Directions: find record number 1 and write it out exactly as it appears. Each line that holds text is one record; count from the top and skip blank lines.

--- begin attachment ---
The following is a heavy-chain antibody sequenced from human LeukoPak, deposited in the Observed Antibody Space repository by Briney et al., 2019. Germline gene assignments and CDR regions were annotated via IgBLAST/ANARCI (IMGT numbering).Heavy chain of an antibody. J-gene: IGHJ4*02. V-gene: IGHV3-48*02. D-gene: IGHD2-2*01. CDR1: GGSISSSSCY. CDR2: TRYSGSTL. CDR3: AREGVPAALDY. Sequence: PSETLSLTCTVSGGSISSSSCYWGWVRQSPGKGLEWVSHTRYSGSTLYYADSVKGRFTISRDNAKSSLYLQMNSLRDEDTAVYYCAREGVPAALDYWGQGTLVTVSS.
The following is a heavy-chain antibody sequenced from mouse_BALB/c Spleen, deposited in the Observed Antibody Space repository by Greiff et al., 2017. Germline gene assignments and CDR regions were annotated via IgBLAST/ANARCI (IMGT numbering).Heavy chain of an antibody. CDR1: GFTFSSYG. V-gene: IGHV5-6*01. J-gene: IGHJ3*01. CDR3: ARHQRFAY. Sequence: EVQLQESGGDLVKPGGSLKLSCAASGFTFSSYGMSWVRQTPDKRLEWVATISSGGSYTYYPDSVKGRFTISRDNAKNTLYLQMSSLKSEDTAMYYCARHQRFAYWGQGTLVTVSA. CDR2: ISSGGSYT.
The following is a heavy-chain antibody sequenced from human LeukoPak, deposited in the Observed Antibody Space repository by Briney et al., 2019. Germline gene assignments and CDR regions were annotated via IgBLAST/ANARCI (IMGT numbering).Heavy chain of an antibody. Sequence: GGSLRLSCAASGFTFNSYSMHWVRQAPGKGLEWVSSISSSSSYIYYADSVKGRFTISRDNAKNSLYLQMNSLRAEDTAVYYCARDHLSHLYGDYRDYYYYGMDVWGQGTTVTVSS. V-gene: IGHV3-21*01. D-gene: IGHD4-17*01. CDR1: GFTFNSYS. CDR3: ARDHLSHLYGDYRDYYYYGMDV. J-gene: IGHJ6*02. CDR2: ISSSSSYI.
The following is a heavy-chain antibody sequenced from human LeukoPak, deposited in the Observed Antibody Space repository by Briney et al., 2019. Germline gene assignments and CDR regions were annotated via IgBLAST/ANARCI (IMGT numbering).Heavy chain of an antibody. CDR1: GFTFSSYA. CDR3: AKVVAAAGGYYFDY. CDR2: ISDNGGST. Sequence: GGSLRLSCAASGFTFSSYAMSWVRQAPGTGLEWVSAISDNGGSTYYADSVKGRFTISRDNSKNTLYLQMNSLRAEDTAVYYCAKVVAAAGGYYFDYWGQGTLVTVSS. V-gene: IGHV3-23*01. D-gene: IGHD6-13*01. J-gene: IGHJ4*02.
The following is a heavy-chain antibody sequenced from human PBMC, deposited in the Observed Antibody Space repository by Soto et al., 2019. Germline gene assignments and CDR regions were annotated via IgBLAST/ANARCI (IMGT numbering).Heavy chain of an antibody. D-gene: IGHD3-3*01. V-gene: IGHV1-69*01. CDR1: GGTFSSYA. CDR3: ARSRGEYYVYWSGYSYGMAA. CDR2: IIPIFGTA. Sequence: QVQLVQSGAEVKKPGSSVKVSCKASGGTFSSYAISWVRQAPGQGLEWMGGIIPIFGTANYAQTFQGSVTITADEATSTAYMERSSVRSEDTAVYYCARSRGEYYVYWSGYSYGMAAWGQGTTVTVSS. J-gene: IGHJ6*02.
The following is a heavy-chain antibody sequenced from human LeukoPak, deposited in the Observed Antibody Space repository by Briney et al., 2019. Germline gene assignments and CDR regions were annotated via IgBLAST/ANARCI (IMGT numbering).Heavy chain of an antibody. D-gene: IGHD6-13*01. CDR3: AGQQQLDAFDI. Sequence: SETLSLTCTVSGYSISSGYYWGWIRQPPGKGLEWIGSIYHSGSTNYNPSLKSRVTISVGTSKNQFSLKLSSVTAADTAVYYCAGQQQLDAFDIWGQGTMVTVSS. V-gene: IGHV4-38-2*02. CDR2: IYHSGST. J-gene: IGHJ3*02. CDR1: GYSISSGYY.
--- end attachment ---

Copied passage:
The following is a heavy-chain antibody sequenced from human LeukoPak, deposited in the Observed Antibody Space repository by Briney et al., 2019. Germline gene assignments and CDR regions were annotated via IgBLAST/ANARCI (IMGT numbering).Heavy chain of an antibody. J-gene: IGHJ4*02. V-gene: IGHV3-48*02. D-gene: IGHD2-2*01. CDR1: GGSISSSSCY. CDR2: TRYSGSTL. CDR3: AREGVPAALDY. Sequence: PSETLSLTCTVSGGSISSSSCYWGWVRQSPGKGLEWVSHTRYSGSTLYYADSVKGRFTISRDNAKSSLYLQMNSLRDEDTAVYYCAREGVPAALDYWGQGTLVTVSS.